How To Handle Handing In Your Notice

When moving companies, no matter how exciting your new role might be, quitting your existing job can be extremely stressful. Writing a resignation letter can sometimes be a burden and knowing what to write might be difficult.

Timing and delivery plays a big part in ensuring you leave on a positive note! Keeping in mind that they may need to write you recommendations in the future.

Telling your employer

Always ask your manager for a private meeting in person, this might be scary, but it is the most professional way to handle the situation. If this is not possible i.e. you are a remote worker, then a resignation letter/email will suffice.

You do not have to go into detail about all the negatives of your role and all the reasons you are looking to move on. Keep in mind you want to leave on a positive note, if your employer does ask you to give honest feedback before leaving, make sure you deliver this in a professional way and stick to the facts.

How to write your resignation letter

Your resignation letter should be brief and professional. It should be a formally typed letter rather than a handwritten note or email, and if you can, it should be handed in person to your manager.

There is no need to go into an immense amount of detail, the letter should confirm your decision to leave and outline your last working day, considering your notice period.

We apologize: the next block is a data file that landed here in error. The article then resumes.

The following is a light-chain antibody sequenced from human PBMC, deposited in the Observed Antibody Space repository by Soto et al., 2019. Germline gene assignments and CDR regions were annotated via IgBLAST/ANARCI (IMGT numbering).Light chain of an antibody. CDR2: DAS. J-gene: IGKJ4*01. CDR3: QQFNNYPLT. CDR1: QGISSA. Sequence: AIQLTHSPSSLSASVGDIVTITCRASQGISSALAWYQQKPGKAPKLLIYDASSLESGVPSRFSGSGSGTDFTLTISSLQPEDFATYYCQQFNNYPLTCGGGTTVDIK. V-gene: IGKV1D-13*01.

You may want to keep things positive by offering to help during the transition period and to train your replacement.

A resignation letter example:

Dear [Managers Name],

Please accept this letter as notice of my resignation from the position of [job title] at [company].

With my notice period being [time period], my last working day will be [date].

I have really enjoyed working here and I would like to say thank you for all the opportunities you have given me and the experiences I have gained. If there is anything I can do during the transition, then please let me know.

Kind regards,

[full name]

Telling your colleagues

No matter how tempting it may be to message your colleagues, always leave this until you have spoken with your manager and you are definitely going forward with the resignation.

Your employer might not be happy about you sharing the news quickly, hold off until you get the nod from management or HR.

Leaving on good terms

If you have disliked your job, your manager or your working environment, it can be tempting to be too honest when you know you are leaving.

Keep in mind how you approach this difficult period, as how you handle yourself will have a lasting impact on your employer and colleagues.

If you would like any advice on the above, please get in contact on info@ndkconsulting.co.uk or 02036 939824.

We use cookies to provide you with the best possible browsing experience on our website. You can find out more below.
Cookies are small text files that can be used by websites to make a user's experience more efficient. The law states that we can store cookies on your device if they are strictly necessary for the operation of this site. For all other types of cookies we need your permission. This site uses different types of cookies. Some cookies are placed by third party services that appear on our pages.
Necessary cookies help make a website usable by enabling basic functions like page navigation and access to secure areas of the website. The website cannot function properly without these cookies.
ResolutionUsed to ensure the correct version of the site is displayed to your device.
SessionUsed to track your user session on our website.

More Details